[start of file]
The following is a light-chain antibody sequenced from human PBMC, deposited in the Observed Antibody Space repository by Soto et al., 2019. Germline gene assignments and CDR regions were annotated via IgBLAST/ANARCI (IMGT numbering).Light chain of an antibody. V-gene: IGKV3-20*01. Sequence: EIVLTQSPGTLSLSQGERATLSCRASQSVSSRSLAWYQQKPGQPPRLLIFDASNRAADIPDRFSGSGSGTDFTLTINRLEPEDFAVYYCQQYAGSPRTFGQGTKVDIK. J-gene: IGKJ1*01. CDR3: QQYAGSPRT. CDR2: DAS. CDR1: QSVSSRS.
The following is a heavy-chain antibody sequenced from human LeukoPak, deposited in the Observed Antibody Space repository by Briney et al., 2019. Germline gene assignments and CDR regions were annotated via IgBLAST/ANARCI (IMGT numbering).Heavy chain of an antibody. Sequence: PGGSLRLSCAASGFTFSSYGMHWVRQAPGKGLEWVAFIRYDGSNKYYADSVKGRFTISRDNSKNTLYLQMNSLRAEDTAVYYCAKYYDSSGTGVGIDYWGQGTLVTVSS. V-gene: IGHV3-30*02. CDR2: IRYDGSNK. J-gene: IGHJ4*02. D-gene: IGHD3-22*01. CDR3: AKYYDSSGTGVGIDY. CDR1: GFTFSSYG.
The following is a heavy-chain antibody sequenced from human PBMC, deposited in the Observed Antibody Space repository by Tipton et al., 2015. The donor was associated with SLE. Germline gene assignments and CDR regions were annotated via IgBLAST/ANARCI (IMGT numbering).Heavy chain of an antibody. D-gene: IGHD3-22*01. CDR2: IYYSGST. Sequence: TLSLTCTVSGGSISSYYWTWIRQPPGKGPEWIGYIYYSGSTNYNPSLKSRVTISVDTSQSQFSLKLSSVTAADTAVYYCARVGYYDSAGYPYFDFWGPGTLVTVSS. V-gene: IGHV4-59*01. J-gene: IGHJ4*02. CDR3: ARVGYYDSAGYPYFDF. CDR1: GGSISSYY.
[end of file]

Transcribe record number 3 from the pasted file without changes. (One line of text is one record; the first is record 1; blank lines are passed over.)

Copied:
The following is a heavy-chain antibody sequenced from human PBMC, deposited in the Observed Antibody Space repository by Tipton et al., 2015. The donor was associated with SLE. Germline gene assignments and CDR regions were annotated via IgBLAST/ANARCI (IMGT numbering).Heavy chain of an antibody. D-gene: IGHD3-22*01. CDR2: IYYSGST. Sequence: TLSLTCTVSGGSISSYYWTWIRQPPGKGPEWIGYIYYSGSTNYNPSLKSRVTISVDTSQSQFSLKLSSVTAADTAVYYCARVGYYDSAGYPYFDFWGPGTLVTVSS. V-gene: IGHV4-59*01. J-gene: IGHJ4*02. CDR3: ARVGYYDSAGYPYFDF. CDR1: GGSISSYY.